What the papers say
Journalist Mike Philpott takes a look at what is making the headlines in Wednesday's newspapers.
All the local papers have something to say about the inquiry into Billy Wright's death - and they are not impressed.
"Tell us something we didn't know" is the main headline in the Belfast Telegraph.
"A Wright shambles", says the Mirror - not in relation to the inquiry, but about the string of failures that enabled the killing to take place.
The News Letter comments that, five years on and at a cost of £30m, the report's conclusions will have surprised few people.
It says questions remain unanswered and the findings "won't silence the conspiracy theorists".
The Irish News says the police and the prison authorities both fare badly, but it has some sympathy for the inquiry, pointing out that the work of the investigating team was hampered by the absence of key documents.
The Guardian reports under its main headline that banks and bankers in England are now potential targets for the Real IRA.
The paper's Ireland Correspondent, Henry McDonald, says the group is attempting to tap into the intense hostility to the banks on both sides of the Irish border.
But he adds that security sources believe the Real IRA does not have the resources to mount a major bombing campaign in England.
The most photographed person in the cross channel papers is George Michael, after he was jailed for two months having crashed his car into a shop while under the influence of drugs.
The headline writers dig into his musical career for clever lines to reflect the story.
But the Sun has the line of the day: "Lock me up before you go go."
Taoiseach Brian Cowen is under fire in the Dublin papers.
His poor performance during an RTE interview has got the country talking.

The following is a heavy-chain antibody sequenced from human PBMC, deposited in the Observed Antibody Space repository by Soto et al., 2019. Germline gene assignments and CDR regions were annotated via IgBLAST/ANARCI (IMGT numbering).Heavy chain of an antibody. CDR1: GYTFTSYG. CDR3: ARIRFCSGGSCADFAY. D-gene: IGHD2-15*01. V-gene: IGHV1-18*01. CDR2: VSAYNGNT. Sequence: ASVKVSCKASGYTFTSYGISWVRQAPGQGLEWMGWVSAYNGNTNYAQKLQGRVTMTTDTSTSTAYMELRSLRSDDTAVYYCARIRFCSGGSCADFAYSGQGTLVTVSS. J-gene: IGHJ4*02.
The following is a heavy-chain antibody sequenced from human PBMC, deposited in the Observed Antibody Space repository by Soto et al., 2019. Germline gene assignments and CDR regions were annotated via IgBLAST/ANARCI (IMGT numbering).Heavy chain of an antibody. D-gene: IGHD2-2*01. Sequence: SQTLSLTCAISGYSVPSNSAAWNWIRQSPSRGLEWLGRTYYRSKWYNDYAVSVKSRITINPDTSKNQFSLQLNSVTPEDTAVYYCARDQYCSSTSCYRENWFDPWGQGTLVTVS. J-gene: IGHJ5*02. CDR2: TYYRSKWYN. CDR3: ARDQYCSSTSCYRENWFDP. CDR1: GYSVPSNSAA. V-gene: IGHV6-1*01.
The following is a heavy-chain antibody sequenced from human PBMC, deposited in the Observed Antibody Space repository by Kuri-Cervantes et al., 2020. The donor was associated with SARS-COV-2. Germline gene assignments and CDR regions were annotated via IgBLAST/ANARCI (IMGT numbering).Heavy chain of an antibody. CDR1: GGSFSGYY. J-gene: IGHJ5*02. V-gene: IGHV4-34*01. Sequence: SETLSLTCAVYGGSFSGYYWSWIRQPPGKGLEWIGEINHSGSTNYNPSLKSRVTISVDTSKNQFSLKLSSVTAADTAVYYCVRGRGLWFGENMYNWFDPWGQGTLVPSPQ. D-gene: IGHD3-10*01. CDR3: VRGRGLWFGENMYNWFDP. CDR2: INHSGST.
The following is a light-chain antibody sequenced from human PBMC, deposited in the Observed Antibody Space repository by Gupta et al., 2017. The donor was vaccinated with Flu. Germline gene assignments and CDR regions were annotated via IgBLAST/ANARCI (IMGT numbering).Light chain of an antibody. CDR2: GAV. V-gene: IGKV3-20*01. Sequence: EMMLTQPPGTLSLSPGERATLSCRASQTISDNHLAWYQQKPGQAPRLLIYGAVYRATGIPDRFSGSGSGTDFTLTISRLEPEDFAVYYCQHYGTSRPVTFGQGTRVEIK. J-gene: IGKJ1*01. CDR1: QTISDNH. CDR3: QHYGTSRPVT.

According to the Irish Times, Mr Cowen blamed it on "hoarseness". But the Fine Gael TD Simon Coveney accused him of "sounding half way between drunk and hung over".
Mr Cowen has described the comment as "a new low in Irish politics".
Whatever the truth of the matter, the paper reckons the damage has been done, after the story was picked up by the international media, including the New York Times and the Washington Post.
The Irish Independent, which claims the Taoiseach was in a Galway hotel bar at 0330 BST, just five hours before the interview took place, comments that "the trouble with the Cowen premiership goes far deeper and has reached a point where citizens are not only angry but frightened".
It says it would be ironic, and perhaps even poetic justice, if Fianna Fail came to grief not on massive economic issues, but on something as trivial as the Taoiseach's bedtime.
Finally, the South African police have been told to shape up or ship out. The Times reports that the police are known just as much for their big tummies and bottoms as they are for crime fighting.
So the minister responsible has told them to go on a diet. In a quote that no minister here would get away with, he says: "Some officers start to balloon as soon as they leave training college".
The paper says stories abound of overweight police officers having to give up chasing pickpockets and drug dealers because they just cannot keep up.